Happy 2020 and welcome to the first VSHN.timer of the year! Every Monday, 5 links related to Kubernetes, OpenShift, CI / CD, and DevOps; all stuff coming out of our own chat system, making us think, laugh, or simply work better.
This week we are going to start this new year by reflecting on how quickly (and weirdly) technology evolves.
1. Did you know that the RIPE NCC ran out of IPv4 addresses on November 25th, 2019? There used to be a time when companies like Apple (126.96.36.199/8), Ford (188.8.131.52/8), and even Merck (Ford? Merck?) got a full Class A block with 16 million IPv4 addresses each. That’s without counting with the USA Department of Defense, who owns 200 million IPv4 addresses alone. To the point that Ars Technica asked in 2011 whether there should be a free market for those. Would the price of a single IPv4 address have exploded if the IPv6 standard did not exist?
2. Did you know that the Linux kernel dropped support for floppy drives in July 18th, 2019? For the youngest among you reading these lines, floppy drives were the equivalent of USB drives back in the day, but with way, waaaaaaay less capacity. Like, a lot less. They did not even have enough space for a single MP3 file. But you could play music with them anyway. I bet you can’t use USB drives like that. Nostalgic much? No worries. Just install Windows 95 in your Android phone or in your laptop. It’ll bring back nice memories for sure.
3. Did you know that the only true constant in the Internet are heated discussions? Take for example this recent Python Enhancement Proposal (PEP) asking “to impose a limit of one million on various aspects of Python programs, such as the lines of code per module.” Other items that would be limited to one million would be the number of bytecode instructions in a code object, and the number of live coroutines in a running interpreter. All in all, 7 restrictions. Hang tight before clicking on this one.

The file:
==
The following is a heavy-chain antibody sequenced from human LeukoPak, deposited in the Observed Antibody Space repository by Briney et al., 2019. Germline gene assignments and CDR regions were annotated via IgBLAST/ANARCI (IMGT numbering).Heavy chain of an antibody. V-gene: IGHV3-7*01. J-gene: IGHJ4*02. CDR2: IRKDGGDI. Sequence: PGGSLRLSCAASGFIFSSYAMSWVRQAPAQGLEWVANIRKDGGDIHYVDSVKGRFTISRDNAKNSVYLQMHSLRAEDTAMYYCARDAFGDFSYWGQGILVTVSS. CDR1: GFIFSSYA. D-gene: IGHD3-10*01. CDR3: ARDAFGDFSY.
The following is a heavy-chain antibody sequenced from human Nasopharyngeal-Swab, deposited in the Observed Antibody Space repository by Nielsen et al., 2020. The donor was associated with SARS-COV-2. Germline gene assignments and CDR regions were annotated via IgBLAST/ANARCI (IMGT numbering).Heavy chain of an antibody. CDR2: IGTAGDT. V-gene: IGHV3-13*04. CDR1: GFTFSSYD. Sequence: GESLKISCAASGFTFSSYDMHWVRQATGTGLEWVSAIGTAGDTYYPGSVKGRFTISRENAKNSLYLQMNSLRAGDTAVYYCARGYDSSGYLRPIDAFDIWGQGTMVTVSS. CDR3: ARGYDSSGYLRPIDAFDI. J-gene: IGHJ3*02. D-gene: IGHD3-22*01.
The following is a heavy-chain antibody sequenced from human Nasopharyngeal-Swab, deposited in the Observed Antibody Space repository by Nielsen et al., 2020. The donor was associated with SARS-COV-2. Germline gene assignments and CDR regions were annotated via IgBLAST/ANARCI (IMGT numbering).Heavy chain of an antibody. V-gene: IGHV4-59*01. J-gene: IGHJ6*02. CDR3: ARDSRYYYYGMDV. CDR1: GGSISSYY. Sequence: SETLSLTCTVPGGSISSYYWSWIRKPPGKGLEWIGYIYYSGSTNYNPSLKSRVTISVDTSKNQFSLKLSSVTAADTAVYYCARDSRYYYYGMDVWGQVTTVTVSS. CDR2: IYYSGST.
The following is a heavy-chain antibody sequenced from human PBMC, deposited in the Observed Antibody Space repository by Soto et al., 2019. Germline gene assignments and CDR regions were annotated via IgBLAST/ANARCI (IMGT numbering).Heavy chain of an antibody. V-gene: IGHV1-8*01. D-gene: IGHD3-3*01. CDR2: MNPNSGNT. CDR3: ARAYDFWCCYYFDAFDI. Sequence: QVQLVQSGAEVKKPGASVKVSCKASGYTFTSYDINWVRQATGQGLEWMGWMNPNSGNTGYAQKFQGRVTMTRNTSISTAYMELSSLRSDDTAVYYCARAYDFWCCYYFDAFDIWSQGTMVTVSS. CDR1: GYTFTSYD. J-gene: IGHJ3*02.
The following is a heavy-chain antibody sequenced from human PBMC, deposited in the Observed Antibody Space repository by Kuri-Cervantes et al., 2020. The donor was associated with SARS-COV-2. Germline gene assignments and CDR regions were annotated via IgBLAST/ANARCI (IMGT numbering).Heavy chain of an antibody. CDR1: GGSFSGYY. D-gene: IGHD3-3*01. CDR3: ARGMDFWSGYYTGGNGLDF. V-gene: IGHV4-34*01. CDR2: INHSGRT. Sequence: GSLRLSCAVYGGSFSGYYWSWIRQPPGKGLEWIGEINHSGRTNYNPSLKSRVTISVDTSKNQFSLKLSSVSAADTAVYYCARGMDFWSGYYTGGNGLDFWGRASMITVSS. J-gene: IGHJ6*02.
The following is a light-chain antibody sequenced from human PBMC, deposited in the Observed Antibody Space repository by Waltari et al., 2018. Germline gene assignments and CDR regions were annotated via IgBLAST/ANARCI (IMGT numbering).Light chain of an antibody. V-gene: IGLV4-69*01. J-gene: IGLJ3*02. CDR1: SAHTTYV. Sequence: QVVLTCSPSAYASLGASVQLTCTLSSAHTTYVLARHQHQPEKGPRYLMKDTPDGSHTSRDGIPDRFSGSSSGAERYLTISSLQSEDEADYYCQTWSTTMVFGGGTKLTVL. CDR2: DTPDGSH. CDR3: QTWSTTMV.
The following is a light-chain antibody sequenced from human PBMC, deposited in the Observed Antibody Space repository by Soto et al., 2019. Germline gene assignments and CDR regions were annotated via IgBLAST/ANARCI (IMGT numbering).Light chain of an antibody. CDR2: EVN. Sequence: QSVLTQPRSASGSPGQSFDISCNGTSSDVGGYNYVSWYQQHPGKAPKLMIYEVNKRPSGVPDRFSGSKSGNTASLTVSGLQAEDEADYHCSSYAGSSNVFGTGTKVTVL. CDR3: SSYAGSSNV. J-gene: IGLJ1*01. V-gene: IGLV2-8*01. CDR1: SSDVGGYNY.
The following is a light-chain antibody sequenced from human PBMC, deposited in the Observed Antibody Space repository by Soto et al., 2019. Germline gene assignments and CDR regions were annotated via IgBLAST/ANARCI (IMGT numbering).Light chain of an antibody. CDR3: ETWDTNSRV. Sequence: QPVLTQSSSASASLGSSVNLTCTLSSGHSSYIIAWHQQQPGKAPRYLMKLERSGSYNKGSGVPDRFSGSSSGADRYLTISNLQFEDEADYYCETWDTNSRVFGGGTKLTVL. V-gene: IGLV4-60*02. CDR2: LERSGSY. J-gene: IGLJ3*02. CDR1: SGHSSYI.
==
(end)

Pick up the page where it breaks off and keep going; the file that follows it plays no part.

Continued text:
4. Did you know that you are not Google? Neither are we, neither is anyone–well, except Google. Yet most software developers and architects and entrepreneurs and consultants seem to forget it. So we thought we’d better remind you. Because the US Air Force did not know it, and then deployed a Kubernetes cluster in an F-16. Maybe they misunderstood what “cyberwarfare” means, and plan to shoot down enemy aircraft with Docker containers? Well, that’s literally what they plan to do. Nobody saw this one coming.
5. Did you know that the Agile Manifesto is almost 20 years old? One may argue that DevOps is the logical continuation, the “cloud-first” evolution of the Agile world. Still, the body of knowledge and practices built during the first two decades of this century have shaken our industry in unfathomable ways. Maybe it would be time to revisit some of the core ideas? Take, for example, “story points.” Ron Jeffries, the inventor of the concept, says that it might be time to sit down and rethink the concept of story points. What do you think?
How have you started the new year? Do you have any funny links for us to read? Get in touch with us through the form at the bottom of this page, and see you next week for another edition of VSHN.timer.